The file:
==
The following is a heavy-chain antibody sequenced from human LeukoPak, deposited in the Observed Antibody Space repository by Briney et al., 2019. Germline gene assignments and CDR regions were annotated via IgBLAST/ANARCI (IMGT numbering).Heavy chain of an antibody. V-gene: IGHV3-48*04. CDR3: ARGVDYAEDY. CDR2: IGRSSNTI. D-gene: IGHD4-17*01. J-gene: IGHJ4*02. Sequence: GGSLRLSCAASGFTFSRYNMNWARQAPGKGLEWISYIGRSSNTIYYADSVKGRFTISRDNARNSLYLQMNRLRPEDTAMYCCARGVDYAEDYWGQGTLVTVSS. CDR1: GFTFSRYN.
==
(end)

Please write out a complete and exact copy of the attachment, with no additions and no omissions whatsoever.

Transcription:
The following is a heavy-chain antibody sequenced from human LeukoPak, deposited in the Observed Antibody Space repository by Briney et al., 2019. Germline gene assignments and CDR regions were annotated via IgBLAST/ANARCI (IMGT numbering).Heavy chain of an antibody. V-gene: IGHV3-48*04. CDR3: ARGVDYAEDY. CDR2: IGRSSNTI. D-gene: IGHD4-17*01. J-gene: IGHJ4*02. Sequence: GGSLRLSCAASGFTFSRYNMNWARQAPGKGLEWISYIGRSSNTIYYADSVKGRFTISRDNARNSLYLQMNRLRPEDTAMYCCARGVDYAEDYWGQGTLVTVSS. CDR1: GFTFSRYN.